My interest is in particular aspects of the CRC that underscore the way in which this convention emphasizes the importance of respect and agency as integers of children’s human rights. In addition to mandating that the ‘best interests’ of the child be a primary consideration in all matters concerning children (Art 3), the Convention enshrines children’s rights to participate in decision making and to freedom of expression and religion (Arts 12 and 14). The twice repeated reference to children’s evolving capacities underscores the idea that children and childhood are not monolithic concepts. Rather, each child is unique, with needs and capacities determined by personal characteristics – and by context. Determining what amounts to the persecution of refugee children should start with the attributes, needs and situation of each individual child.

Acknowledging the significance and role of context is an idea that is adopted and extended in the more recent Convention on the Rights of Persons with Disabilities (CRPD). Article 1 states that:

Persons with disabilities include those who have long-term physical, mental, intellectual or sensory impairments, which in interaction with various barriers may hinder their full and effective participation in society on an equal basis with others. [emphasis added]

The practical import of this definition is the acknowledgement that impairments alone do not create disability. Rather, it is the context – namely, the failure to accommodate, to adapt and assist – that creates disability.

The philosophical orientation of this approach aligns strongly with the equality and well-being theories propounded by Amartya Sen (Development as Freedom (Random House, 1999), Martha Nussbaum (Sex and Social Justice (Oxford University Press, 1999) and others (See for example Marcia Rioux et al., Critical perspectives on human rights and disability law (Martinus Nijhoff Publishers, 2011). This ‘capabilities’ approach is adopted in M Crock, L Smith-Khan, RC McCallum and B Saul The Legal Protection of Refugees with Disabilities (London: Elgar Publishing, 2017). Amartya Sen (at 75) represents a natural starting point because of his articulation of two concepts that must combine to achieve human well-being in the context of justice and development. These are the notions of functioning and capability. Functioning describes the mechanical ways that human beings go about their lives. It is what people do and what they want to do and be. Examples include basic things like staying alive, obtaining sufficient nutrition, shelter and access to adequate health care. Functioning also extends to more complex achievements such emotional happiness, pride and self-respect, and participating in social and political activities. The significance of adding ‘capabilities’ to any equation to measure well-being is that functions can be aspirational without the ability to actually put them into practice. In this respect capabilities align with freedom, or with the actual choices and options available to a person given his or her circumstances. Nussbaum (at 34) builds on Sen’s formulation of substantial freedom or ‘capabilities’ in her liberal theory of justice. She characterizes functioning’s as the right to be able to do basic and more complex things in society. Capabilities operate to illuminate what a person is actually able to achieve.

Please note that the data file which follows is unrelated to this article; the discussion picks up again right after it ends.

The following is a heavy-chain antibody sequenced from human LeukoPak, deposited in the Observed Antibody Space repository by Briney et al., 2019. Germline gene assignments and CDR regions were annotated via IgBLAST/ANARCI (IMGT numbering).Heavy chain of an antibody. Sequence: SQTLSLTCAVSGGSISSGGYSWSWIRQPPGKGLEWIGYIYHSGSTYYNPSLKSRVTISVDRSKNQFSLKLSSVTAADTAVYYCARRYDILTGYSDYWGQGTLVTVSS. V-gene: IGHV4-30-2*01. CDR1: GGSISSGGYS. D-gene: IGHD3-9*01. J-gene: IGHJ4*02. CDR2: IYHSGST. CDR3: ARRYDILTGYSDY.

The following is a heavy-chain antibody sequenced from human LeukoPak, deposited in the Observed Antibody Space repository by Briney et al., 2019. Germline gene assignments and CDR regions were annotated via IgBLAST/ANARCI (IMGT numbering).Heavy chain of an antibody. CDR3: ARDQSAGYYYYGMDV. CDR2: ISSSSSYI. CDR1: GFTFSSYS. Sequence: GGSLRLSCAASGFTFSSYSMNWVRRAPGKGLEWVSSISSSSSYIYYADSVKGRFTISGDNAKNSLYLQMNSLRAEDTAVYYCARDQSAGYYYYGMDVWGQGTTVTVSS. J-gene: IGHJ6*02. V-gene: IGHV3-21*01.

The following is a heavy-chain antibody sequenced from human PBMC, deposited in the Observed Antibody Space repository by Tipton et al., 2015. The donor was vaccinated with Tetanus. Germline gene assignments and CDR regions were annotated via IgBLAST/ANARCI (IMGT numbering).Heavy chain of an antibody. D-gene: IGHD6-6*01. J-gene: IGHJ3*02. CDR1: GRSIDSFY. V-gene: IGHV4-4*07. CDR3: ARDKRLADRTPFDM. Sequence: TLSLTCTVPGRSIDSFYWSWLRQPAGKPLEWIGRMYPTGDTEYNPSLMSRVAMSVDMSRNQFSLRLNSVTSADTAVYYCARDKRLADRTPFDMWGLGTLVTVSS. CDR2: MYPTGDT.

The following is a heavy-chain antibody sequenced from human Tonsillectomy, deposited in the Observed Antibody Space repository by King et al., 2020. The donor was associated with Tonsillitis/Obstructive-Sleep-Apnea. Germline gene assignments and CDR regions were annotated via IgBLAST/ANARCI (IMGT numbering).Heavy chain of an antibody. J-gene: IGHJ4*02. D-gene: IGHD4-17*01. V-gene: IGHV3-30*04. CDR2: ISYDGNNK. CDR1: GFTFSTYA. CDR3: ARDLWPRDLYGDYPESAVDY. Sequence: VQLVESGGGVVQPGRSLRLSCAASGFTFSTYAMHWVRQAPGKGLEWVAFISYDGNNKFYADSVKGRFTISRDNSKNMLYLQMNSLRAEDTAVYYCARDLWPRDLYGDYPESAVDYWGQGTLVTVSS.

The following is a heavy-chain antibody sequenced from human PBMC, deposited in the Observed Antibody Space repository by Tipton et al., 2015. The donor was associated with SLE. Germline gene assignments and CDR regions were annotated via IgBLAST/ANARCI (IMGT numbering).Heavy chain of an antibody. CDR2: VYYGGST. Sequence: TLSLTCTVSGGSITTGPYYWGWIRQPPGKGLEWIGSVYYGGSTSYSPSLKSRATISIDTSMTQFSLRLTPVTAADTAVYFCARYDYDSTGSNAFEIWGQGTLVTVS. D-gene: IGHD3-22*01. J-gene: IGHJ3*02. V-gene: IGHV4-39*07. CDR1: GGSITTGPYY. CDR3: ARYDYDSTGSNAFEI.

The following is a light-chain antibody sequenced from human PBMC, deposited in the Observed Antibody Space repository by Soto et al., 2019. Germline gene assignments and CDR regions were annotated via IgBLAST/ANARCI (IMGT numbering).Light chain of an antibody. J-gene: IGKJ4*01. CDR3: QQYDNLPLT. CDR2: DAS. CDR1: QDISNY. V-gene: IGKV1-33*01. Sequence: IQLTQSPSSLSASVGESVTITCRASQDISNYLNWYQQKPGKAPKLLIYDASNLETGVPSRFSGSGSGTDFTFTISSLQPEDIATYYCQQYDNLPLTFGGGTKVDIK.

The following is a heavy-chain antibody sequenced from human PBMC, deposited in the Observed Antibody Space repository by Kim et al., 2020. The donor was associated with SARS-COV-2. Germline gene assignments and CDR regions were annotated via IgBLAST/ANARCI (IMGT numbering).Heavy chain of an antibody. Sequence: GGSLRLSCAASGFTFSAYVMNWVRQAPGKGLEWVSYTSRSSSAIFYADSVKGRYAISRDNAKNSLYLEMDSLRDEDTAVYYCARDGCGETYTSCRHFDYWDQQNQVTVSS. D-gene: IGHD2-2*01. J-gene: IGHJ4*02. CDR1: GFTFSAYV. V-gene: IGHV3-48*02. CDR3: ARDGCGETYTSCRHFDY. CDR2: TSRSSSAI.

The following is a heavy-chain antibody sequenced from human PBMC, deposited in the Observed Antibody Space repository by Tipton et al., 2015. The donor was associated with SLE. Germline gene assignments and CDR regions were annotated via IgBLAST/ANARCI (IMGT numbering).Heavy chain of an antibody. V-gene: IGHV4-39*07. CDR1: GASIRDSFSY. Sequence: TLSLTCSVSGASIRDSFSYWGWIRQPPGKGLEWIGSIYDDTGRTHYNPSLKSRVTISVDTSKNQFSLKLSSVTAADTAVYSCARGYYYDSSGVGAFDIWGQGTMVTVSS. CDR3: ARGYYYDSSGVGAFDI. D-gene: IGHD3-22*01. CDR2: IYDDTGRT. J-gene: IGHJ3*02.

All of this is a rather long-winded way of saying that Pobjoy’s celebration of jurisprudence that adopts a nuanced and contextual approach to harms experienced by refugee children is to be applauded. This book contains a wealth of material distilled through meticulous analysis of case law from around the globe. Together with the website through which he will share the fruits of his doctrinal research, this book is a precious (foundational) addition to what is becoming a burgeoning field of international legal literature. For example, in 2017, Elgar Publishing has commissioned both a Research Handbook on Migrant Children and an edited collection, M Crock and L Benson (eds) Protecting the Migrant Child: Central Issues in the Search for Best Practice.